The first pattern is that young people are bypassing traditional travel agents and making foreign travel arrangements on their own. A number of factors make it possible for young people to travel cheaply without going on a no-frills tour. One is the emergence of low-cost carriers. LCCs began flying out of Japan to overseas destinations in the mid-2000s, and traveling to Asia or Oceania aboard an LCC has become commonplace. Since few package tours include LCC air transportation, travelers who opt for these cheaper flights must make their own arrangements for the other components of their trip.
Another factor behind this trend is the presence of online travel agents. Do-it-yourself travelers use sites like Expedia or Booking.com to book accommodations abroad, relying on customer reviews to select a place to stay. Some young people will also book through Airbnb or other peer-to-peer accommodation sites. They also often compare airfares on a meta-search engine like Skyscanner, an efficient way of searching for the most economical airfare.
Guidebook-Free, Thanks to Social Media
The second pattern is that youth travelers nowadays tend not to buy once-popular travel guidebooks when going abroad. Up to the mid-2000s, people bought guidebooks as a matter of course, perusing them to decide where to go and what to do at their destination. But the ubiquity of social-media services and other online information sources nowadays has fundamentally changed the student travel decision-making process.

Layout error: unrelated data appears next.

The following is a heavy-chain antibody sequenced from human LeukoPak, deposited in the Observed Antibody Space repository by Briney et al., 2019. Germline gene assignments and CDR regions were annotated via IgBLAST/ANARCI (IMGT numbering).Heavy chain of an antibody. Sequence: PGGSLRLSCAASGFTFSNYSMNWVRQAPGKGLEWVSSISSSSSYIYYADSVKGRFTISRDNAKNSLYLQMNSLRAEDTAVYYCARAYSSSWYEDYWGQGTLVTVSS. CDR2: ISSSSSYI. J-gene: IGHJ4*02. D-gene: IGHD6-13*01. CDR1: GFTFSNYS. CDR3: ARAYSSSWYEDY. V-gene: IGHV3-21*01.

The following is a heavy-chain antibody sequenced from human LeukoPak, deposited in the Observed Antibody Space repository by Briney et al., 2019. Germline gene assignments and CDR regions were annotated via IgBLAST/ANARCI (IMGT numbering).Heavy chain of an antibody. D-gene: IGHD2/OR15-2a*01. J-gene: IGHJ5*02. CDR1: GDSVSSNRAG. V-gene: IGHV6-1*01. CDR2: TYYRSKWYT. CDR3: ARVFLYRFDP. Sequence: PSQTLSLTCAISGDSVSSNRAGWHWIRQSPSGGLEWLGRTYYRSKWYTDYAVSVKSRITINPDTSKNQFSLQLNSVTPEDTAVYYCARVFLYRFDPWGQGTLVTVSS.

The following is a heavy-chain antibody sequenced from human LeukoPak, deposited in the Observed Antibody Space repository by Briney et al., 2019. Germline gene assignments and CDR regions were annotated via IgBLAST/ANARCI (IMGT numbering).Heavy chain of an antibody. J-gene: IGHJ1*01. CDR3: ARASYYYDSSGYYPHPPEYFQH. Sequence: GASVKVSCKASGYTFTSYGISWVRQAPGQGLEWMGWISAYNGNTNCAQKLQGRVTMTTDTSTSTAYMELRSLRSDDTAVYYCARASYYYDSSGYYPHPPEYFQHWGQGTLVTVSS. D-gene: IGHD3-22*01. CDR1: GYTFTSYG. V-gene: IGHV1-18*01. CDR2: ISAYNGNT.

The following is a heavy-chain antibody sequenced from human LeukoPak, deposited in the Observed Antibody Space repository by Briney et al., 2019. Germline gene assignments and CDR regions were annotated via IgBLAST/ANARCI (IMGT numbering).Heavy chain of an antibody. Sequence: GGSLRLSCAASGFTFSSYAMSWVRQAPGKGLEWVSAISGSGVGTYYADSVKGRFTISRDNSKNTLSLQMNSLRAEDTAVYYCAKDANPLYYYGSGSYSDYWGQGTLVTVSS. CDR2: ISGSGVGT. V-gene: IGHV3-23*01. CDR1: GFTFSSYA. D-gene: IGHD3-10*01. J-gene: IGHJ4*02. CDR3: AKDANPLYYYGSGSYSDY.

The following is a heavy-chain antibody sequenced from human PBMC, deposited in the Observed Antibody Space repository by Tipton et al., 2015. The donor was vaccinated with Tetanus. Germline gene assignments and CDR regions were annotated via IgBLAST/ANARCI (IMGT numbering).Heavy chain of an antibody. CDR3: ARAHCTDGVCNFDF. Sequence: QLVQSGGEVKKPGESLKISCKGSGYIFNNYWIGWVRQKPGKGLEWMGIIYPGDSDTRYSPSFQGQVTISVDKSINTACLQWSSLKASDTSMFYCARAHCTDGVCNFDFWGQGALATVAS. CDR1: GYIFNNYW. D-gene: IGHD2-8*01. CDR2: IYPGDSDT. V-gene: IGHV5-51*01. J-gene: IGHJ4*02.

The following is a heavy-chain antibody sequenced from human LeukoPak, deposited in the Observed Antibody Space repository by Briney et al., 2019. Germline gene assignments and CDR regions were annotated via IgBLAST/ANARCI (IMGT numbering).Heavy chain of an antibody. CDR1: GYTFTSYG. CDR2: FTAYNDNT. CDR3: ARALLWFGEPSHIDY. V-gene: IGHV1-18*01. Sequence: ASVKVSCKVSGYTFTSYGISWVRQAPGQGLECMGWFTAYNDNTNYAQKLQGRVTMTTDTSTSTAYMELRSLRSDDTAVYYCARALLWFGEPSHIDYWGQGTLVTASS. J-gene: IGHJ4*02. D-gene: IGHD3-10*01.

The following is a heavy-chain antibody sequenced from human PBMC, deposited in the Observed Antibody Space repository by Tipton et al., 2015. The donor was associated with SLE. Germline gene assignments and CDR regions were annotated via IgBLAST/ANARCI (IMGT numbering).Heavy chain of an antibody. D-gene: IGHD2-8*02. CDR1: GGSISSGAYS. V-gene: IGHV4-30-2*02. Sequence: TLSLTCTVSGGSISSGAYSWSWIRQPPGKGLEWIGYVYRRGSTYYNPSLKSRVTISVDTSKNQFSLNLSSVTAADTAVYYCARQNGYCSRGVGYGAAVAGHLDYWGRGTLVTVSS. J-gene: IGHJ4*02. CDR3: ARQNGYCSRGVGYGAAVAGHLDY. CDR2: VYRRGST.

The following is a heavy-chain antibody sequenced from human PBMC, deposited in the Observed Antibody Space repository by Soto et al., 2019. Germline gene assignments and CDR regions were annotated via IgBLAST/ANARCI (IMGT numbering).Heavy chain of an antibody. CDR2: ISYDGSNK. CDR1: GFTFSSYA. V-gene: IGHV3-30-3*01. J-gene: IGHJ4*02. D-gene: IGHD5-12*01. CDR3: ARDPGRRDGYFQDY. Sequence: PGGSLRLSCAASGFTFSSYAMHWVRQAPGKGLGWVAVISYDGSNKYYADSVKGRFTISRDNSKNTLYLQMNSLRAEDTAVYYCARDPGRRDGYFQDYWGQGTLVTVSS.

A case in point is Instagram. When a young person decides to take a trip overseas and zeroes in on a destination, he or she will use a hashtag to search for photos uploaded to Instagram and search for insuta-bae (Instagram-worthy) spots. Next, they search online for reviews and find out how to get to that particular place. It’s been said that in past years, people used to travel in order to see the places mentioned in guidebooks, but nowadays travel has turned into an expedition to go and see photogenic locations featured on Instagram—or a trip to appear in those places themselves, uploading photos of what they have seen to wow their followers.
Third is the “repeater travel” pattern, where young travelers return multiple times to the same destination. Travel to Korea is a good example of this. The “Korean wave,” a boom in popularity sparked by the airing of Korean films and TV dramas in Japan, began in the 2000s. This was followed, starting around 2010, by the growing popularity of K-Pop. This youth-oriented Korean music attracted an avid fan base, especially Japanese female college students, who greatly enjoy Korea and have traveled there several times to immerse themselves in its culture.
No Trips with Friends
The fourth pattern is that young people tend not to go abroad with their close friends. Some choose to travel by themselves, in some cases because their friends can’t arrange to take time off to travel or can’t afford it. More recently, some young people prefer to travel alone because they are looking for a hassle-free experience, in the sense of not having to accommodate their travel companions’ preferences or because they want to avoid potential disagreements while on the road. Others look to SNS to meet new young people through match-up sites like Trippiece, forming spontaneous groups and enjoying a treasured once-in-a-lifetime experience with complete strangers.